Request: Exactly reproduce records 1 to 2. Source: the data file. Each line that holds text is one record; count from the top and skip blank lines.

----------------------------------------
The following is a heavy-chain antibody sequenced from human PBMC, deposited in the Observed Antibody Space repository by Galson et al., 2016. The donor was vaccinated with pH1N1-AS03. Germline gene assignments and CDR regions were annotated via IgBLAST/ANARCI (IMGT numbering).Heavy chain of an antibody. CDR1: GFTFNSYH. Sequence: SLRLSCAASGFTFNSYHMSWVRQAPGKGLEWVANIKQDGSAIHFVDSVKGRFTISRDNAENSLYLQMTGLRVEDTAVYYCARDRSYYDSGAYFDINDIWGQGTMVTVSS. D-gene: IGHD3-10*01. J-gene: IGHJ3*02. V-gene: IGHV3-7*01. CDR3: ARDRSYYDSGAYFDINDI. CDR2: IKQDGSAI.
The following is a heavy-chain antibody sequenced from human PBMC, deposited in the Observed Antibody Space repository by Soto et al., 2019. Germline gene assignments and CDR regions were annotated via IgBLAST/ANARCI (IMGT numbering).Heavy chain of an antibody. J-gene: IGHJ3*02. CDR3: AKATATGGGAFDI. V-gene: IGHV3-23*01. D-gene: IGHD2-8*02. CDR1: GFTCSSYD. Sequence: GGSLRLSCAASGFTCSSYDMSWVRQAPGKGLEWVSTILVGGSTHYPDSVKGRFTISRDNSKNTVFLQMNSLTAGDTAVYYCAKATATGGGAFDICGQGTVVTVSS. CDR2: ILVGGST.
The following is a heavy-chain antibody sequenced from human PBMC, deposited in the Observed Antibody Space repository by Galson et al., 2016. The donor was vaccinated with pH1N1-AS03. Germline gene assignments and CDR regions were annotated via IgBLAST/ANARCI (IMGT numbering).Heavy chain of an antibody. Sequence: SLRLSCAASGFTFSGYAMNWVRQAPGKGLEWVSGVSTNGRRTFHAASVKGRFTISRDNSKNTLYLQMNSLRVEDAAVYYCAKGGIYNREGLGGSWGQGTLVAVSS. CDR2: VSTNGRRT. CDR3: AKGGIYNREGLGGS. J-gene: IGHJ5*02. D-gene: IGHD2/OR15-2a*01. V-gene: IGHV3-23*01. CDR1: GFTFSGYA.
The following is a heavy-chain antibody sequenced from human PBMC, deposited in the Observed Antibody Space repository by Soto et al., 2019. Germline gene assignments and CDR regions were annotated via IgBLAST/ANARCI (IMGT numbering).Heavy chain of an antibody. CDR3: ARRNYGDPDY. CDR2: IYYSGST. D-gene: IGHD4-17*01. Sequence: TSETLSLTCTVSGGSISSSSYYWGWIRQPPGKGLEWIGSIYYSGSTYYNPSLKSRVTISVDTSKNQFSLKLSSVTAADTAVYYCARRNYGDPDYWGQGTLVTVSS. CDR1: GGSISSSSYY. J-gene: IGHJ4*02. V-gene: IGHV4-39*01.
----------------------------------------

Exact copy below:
The following is a heavy-chain antibody sequenced from human PBMC, deposited in the Observed Antibody Space repository by Galson et al., 2016. The donor was vaccinated with pH1N1-AS03. Germline gene assignments and CDR regions were annotated via IgBLAST/ANARCI (IMGT numbering).Heavy chain of an antibody. CDR1: GFTFNSYH. Sequence: SLRLSCAASGFTFNSYHMSWVRQAPGKGLEWVANIKQDGSAIHFVDSVKGRFTISRDNAENSLYLQMTGLRVEDTAVYYCARDRSYYDSGAYFDINDIWGQGTMVTVSS. D-gene: IGHD3-10*01. J-gene: IGHJ3*02. V-gene: IGHV3-7*01. CDR3: ARDRSYYDSGAYFDINDI. CDR2: IKQDGSAI.
The following is a heavy-chain antibody sequenced from human PBMC, deposited in the Observed Antibody Space repository by Soto et al., 2019. Germline gene assignments and CDR regions were annotated via IgBLAST/ANARCI (IMGT numbering).Heavy chain of an antibody. J-gene: IGHJ3*02. CDR3: AKATATGGGAFDI. V-gene: IGHV3-23*01. D-gene: IGHD2-8*02. CDR1: GFTCSSYD. Sequence: GGSLRLSCAASGFTCSSYDMSWVRQAPGKGLEWVSTILVGGSTHYPDSVKGRFTISRDNSKNTVFLQMNSLTAGDTAVYYCAKATATGGGAFDICGQGTVVTVSS. CDR2: ILVGGST.